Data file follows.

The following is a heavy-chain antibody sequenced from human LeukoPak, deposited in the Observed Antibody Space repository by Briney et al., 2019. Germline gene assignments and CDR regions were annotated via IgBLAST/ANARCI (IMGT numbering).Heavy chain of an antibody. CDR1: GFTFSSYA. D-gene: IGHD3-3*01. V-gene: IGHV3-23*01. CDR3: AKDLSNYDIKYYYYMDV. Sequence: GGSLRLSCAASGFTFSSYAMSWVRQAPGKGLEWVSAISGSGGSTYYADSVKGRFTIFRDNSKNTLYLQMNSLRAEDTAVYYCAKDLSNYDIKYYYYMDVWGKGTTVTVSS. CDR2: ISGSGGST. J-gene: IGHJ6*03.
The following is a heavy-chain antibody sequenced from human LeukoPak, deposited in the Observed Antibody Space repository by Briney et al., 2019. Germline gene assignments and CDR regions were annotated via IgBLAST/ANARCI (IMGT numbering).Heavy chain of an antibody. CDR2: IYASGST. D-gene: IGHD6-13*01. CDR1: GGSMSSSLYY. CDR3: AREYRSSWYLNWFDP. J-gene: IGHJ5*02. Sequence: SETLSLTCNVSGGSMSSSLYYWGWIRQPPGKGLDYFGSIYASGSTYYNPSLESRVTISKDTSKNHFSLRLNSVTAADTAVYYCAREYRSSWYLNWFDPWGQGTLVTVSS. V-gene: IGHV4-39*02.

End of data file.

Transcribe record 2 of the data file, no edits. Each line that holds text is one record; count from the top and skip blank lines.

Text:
The following is a heavy-chain antibody sequenced from human LeukoPak, deposited in the Observed Antibody Space repository by Briney et al., 2019. Germline gene assignments and CDR regions were annotated via IgBLAST/ANARCI (IMGT numbering).Heavy chain of an antibody. CDR2: IYASGST. D-gene: IGHD6-13*01. CDR1: GGSMSSSLYY. CDR3: AREYRSSWYLNWFDP. J-gene: IGHJ5*02. Sequence: SETLSLTCNVSGGSMSSSLYYWGWIRQPPGKGLDYFGSIYASGSTYYNPSLESRVTISKDTSKNHFSLRLNSVTAADTAVYYCAREYRSSWYLNWFDPWGQGTLVTVSS. V-gene: IGHV4-39*02.